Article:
I liked the chronological presentation of the history of music from the simplicity of the early days the the more complex forms that developed over time. Each period is nicely explained and accompanied with significant non-musical historical stories which I knew nothing about. So in a way you also get a bit of a history lesson.
Bach and Mozart
Life-enriching. Thank you.
"An absolute triumph!"
Words can't express how much I've enjoyed this course. Professor Green berg's enthusiasm for music is infectious.
"Great for music lovers"
I enjoyed listening to prof Greenberg, funny guy and very smart in his field which makes each chapter interesting.
a well structured course enabled me to keep on top when tackling new genres.
The downside however, having been drilled so hard about JS Bach and never once covered anything of Vivaldi.
"Outstanding Lecture Programme"
Truly fantastic! I have just finished to this series of lectures (almost in one sitting - that how good the course was). Professor Greenberg is incredibly knowledgeable, as you would expect, but also hugely engaging. The structure of the lectures was absolutely right for me - without treating the audience as novices, Prof Greenberg manages to tell you all the stuff that you might not know, with subtlety, as well as all the stuff that you really want to know. The production is very polished without being too obviously so. I would recommend to anyone who wants to learn more about concert music and understand it better - it certainly worked for me. I shall be investing in many more of Professor Greenberg's courses.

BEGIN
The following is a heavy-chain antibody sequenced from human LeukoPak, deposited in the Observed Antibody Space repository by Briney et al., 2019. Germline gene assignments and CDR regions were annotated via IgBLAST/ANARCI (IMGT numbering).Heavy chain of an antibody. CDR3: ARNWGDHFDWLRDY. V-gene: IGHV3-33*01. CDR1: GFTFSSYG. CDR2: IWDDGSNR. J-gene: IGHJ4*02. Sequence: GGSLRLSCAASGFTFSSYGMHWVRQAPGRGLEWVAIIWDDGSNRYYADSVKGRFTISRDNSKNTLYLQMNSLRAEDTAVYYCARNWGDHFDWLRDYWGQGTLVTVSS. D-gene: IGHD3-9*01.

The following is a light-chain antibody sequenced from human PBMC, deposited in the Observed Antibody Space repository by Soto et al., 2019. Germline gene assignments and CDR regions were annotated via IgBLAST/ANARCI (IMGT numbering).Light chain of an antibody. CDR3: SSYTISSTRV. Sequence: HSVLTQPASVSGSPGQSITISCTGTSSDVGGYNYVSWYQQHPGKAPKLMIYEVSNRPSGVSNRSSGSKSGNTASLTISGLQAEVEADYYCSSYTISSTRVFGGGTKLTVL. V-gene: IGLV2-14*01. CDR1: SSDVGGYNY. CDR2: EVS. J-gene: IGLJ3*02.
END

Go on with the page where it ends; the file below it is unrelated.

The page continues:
Getting to understand the context in which great composers lived and worked.
Not yet, but I certainly will be!
The Greatest Lecture Programme ever!
A big, big thank you to Robert Greenberg for taking the trouble to share his tremendous knowledge and experience with me in this way!